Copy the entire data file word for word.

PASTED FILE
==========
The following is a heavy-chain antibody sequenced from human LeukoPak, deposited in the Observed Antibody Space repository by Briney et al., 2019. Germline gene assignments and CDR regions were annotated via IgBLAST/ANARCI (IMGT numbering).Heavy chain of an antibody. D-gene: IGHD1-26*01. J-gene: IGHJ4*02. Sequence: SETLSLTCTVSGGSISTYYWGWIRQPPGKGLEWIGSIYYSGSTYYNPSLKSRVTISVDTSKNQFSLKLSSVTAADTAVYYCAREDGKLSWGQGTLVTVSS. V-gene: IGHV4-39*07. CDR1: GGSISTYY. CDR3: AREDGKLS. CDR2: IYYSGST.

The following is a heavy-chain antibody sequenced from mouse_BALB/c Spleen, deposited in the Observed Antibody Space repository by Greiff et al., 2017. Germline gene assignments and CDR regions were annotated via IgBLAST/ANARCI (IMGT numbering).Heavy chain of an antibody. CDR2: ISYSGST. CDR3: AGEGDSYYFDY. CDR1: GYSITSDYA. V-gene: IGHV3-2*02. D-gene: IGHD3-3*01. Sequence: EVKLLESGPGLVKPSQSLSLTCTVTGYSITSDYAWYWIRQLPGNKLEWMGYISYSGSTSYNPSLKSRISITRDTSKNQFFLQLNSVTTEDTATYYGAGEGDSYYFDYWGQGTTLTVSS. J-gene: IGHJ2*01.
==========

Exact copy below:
The following is a heavy-chain antibody sequenced from human LeukoPak, deposited in the Observed Antibody Space repository by Briney et al., 2019. Germline gene assignments and CDR regions were annotated via IgBLAST/ANARCI (IMGT numbering).Heavy chain of an antibody. D-gene: IGHD1-26*01. J-gene: IGHJ4*02. Sequence: SETLSLTCTVSGGSISTYYWGWIRQPPGKGLEWIGSIYYSGSTYYNPSLKSRVTISVDTSKNQFSLKLSSVTAADTAVYYCAREDGKLSWGQGTLVTVSS. V-gene: IGHV4-39*07. CDR1: GGSISTYY. CDR3: AREDGKLS. CDR2: IYYSGST.

The following is a heavy-chain antibody sequenced from mouse_BALB/c Spleen, deposited in the Observed Antibody Space repository by Greiff et al., 2017. Germline gene assignments and CDR regions were annotated via IgBLAST/ANARCI (IMGT numbering).Heavy chain of an antibody. CDR2: ISYSGST. CDR3: AGEGDSYYFDY. CDR1: GYSITSDYA. V-gene: IGHV3-2*02. D-gene: IGHD3-3*01. Sequence: EVKLLESGPGLVKPSQSLSLTCTVTGYSITSDYAWYWIRQLPGNKLEWMGYISYSGSTSYNPSLKSRISITRDTSKNQFFLQLNSVTTEDTATYYGAGEGDSYYFDYWGQGTTLTVSS. J-gene: IGHJ2*01.